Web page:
While the main menu went through quite a lot of makeovers and more than one complete redesign, the actual game screen, not so much. The problems with the game scene became apparent after we first had it play-tested after which I had to start considering the possibility of introducing some major design changes.

I couldn’t really entertain those ideas for too long since some design errors were hard-wired into the way the game wanted to work, taking it apart after having spent almost a year on it didn’t sound like a great idea. So before I knew it, I was holding my head sitting in front of another partially completed game with a list of awfully glaring issues that I regret were not handled earlier.

If you haven’t been following these articles, VYDE is a stealth game with over 80 (yes 81) levels where each room consists of a 6x4 map of flat shaded tiles of solid color. It’s got an abstract, arty, minimal look or whatever you might like to call it with no sprites or graphics of any kind. Your character aptly named Bob, like all the patrolling guards, is shown as a flat shaded box with a square nose. The original version of the game on which I created the first half of the levels looked bare, it was at that stage where you’d call it too simple to look polished or even complete.

My solution to problems of this kind, unfortunately never involved going to an artist for help. With most of my own games that I've worked on in the past, I've had two options out of which one involves programmer art, so that doesn't count. With an elementary knowledge of programmable graphics pipelines I looked at a few shaders to somehow throw a little life into the colorful but flat shaded world. If I can code my way through another problem, why not?

Programming and playing around with full-screen post processing effects to me is like the feeling you get the first time you discover image filters in Photoshop, but unfortunately nothing acceptable came out of that exercise. I had to get the characters to stand out somehow while also warning the player of Bob's current visibility in each cell. I put a small shadow under each character and masked it with the cell visibility on a per pixel basis. Part of the box that was inside its safe cell didn't drop a shadow while the rest did. Although a drop shadow of this kind does have a physical significance to it (of depth), I liked the Ambient-Occlusion-y look it gave while still keeping things minimal the way I wanted them. A vignette was later added to produce the same kind of shadow on the edges of the screen.

Each level has a record time and a briefcase as secondary objectives. The status of the player's progress is saved and presented each time a level is started. Initially, we tried to convey all of this symbolically using icons and numbers only, we found there was too much information to be shown and that our symbols looked too cryptic to make any sense. This end game screen now uses a few lines of text to convey all of that information before and after each attempt is made.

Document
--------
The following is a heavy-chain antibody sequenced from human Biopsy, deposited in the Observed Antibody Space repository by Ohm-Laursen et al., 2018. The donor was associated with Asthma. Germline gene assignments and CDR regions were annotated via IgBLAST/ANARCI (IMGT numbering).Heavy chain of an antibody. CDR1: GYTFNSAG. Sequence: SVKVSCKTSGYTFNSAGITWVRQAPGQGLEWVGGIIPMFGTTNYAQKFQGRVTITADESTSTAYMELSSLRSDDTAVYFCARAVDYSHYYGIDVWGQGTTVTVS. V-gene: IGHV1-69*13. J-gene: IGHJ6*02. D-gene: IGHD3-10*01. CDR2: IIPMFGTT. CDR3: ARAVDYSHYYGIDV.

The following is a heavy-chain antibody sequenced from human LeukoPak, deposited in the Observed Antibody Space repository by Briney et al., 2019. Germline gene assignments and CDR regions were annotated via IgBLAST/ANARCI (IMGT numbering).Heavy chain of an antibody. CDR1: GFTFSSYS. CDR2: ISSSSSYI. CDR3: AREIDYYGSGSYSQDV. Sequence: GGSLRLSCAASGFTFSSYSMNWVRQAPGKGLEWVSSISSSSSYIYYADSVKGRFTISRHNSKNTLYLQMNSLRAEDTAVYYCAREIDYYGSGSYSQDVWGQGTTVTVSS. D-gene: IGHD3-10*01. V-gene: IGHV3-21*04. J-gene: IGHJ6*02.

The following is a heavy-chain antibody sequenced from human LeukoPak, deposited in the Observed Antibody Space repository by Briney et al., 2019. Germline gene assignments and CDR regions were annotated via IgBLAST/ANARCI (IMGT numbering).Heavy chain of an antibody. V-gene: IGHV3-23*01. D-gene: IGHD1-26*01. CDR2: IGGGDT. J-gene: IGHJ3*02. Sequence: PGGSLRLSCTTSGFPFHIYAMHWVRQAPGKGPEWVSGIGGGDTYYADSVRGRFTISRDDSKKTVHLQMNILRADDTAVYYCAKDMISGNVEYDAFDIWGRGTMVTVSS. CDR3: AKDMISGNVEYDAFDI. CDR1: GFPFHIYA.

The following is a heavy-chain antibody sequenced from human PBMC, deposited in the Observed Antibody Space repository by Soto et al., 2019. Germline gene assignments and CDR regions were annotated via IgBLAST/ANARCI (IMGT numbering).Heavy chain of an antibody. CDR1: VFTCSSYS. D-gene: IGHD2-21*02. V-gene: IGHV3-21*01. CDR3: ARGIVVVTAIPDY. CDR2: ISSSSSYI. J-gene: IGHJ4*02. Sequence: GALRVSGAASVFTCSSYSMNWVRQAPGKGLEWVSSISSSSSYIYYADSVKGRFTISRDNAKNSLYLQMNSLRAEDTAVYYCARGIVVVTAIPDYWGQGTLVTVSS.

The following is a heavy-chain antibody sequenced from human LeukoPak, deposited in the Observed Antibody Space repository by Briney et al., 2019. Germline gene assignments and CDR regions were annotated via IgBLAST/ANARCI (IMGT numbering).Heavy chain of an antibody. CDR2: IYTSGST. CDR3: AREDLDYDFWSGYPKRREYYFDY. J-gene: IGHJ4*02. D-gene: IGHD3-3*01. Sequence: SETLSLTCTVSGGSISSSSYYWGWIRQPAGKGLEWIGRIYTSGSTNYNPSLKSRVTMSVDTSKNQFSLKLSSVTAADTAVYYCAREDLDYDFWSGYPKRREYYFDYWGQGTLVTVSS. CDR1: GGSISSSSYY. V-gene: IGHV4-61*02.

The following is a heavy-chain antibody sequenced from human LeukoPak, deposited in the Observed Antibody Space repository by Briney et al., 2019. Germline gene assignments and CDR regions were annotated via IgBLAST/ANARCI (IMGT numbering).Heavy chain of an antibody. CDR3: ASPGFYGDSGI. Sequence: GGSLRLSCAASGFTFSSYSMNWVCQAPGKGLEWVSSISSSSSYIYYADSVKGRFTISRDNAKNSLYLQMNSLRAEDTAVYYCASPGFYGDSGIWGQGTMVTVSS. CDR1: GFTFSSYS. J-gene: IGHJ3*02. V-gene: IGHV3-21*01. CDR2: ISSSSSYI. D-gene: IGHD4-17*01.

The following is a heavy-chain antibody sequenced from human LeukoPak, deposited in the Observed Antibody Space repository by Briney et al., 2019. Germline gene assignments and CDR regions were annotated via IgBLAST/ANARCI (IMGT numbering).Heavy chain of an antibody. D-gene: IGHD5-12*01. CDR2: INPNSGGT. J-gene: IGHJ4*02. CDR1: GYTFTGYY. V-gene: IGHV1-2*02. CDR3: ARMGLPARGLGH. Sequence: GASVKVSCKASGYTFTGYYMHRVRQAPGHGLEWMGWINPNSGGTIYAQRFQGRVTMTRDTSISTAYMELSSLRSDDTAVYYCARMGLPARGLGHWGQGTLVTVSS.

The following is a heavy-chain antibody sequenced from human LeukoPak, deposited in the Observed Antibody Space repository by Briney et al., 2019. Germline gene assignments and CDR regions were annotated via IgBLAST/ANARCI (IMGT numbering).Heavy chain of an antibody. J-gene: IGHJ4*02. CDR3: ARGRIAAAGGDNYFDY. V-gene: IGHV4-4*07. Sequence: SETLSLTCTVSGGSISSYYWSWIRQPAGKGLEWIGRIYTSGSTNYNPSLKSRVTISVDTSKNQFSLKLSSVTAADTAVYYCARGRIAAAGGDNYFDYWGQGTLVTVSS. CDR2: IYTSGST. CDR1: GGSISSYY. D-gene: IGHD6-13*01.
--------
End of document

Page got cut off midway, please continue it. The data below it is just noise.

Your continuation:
I discussed previously how the game had some horrible conveyance issues, players never understood what character they're supposed to control or who spotted them or how they failed . Still being hell bent on keeping with the minimal interface and the original aesthetic style of the presentation, these seemingly trivial problems were a lot more difficult to solve. So instead of littering the screen with an overlay of jarring outlines and arrows, I took on each of those problem separately. The color of the cell on which Bob spawns at the beginning of each level is now given more contrast than before making it easier to spot.
A cloud of dust animates over the starting cell each time a level is reset as an attempt at immediately drawing the players attention.With the new auto restart feature, the game encourages players to fail, reset and try again over and over till they're able to understand and analyse the level and find an effective way to defeat it. We initially weren't revealing enemy locations at all, guards hidden in cells that matched their color perfectly were never shown. The game now has no levels where enemies aren't revealed at all and on detection the scene halts for exactly one second and zooms into that particular enemy before it resets automatically for the player to have another go. I'm relying on this fast transition back into the game to trivialize the event of having a failed attempt, effectively removing all the discouragement that came with it.
There was this one other issue in the list where I complained about the linearity of the levels and their puzzle like structure. Well the great news is that I've cracked that one too, a detailed explanation would have to wait till the next post.